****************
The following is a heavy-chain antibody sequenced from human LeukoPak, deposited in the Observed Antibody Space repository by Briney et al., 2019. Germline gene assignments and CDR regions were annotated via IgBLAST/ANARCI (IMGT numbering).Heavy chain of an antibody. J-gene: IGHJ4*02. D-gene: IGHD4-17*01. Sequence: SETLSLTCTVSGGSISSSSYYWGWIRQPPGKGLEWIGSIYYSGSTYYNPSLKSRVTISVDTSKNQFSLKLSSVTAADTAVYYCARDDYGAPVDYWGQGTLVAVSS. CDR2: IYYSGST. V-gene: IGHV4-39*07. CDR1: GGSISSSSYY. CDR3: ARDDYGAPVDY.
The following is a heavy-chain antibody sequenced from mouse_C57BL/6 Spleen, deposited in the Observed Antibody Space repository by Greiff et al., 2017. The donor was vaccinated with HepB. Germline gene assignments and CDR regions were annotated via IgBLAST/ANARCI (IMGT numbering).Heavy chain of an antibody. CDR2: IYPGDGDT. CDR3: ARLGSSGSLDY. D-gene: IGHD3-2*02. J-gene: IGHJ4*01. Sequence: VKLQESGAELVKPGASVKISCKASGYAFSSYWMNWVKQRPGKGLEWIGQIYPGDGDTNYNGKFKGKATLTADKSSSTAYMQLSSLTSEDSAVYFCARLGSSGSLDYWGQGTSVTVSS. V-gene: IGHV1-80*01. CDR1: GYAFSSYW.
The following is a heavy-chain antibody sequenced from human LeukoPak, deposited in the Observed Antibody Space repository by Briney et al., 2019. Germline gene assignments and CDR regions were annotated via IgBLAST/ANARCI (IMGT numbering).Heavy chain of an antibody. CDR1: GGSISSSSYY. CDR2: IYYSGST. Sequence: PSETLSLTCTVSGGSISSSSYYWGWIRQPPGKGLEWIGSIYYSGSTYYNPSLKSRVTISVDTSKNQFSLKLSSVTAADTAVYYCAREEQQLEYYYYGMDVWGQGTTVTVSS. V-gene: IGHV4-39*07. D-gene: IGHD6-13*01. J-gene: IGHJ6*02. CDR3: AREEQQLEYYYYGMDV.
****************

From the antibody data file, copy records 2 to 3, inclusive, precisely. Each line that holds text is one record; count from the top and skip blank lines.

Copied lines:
The following is a heavy-chain antibody sequenced from mouse_C57BL/6 Spleen, deposited in the Observed Antibody Space repository by Greiff et al., 2017. The donor was vaccinated with HepB. Germline gene assignments and CDR regions were annotated via IgBLAST/ANARCI (IMGT numbering).Heavy chain of an antibody. CDR2: IYPGDGDT. CDR3: ARLGSSGSLDY. D-gene: IGHD3-2*02. J-gene: IGHJ4*01. Sequence: VKLQESGAELVKPGASVKISCKASGYAFSSYWMNWVKQRPGKGLEWIGQIYPGDGDTNYNGKFKGKATLTADKSSSTAYMQLSSLTSEDSAVYFCARLGSSGSLDYWGQGTSVTVSS. V-gene: IGHV1-80*01. CDR1: GYAFSSYW.
The following is a heavy-chain antibody sequenced from human LeukoPak, deposited in the Observed Antibody Space repository by Briney et al., 2019. Germline gene assignments and CDR regions were annotated via IgBLAST/ANARCI (IMGT numbering).Heavy chain of an antibody. CDR1: GGSISSSSYY. CDR2: IYYSGST. Sequence: PSETLSLTCTVSGGSISSSSYYWGWIRQPPGKGLEWIGSIYYSGSTYYNPSLKSRVTISVDTSKNQFSLKLSSVTAADTAVYYCAREEQQLEYYYYGMDVWGQGTTVTVSS. V-gene: IGHV4-39*07. D-gene: IGHD6-13*01. J-gene: IGHJ6*02. CDR3: AREEQQLEYYYYGMDV.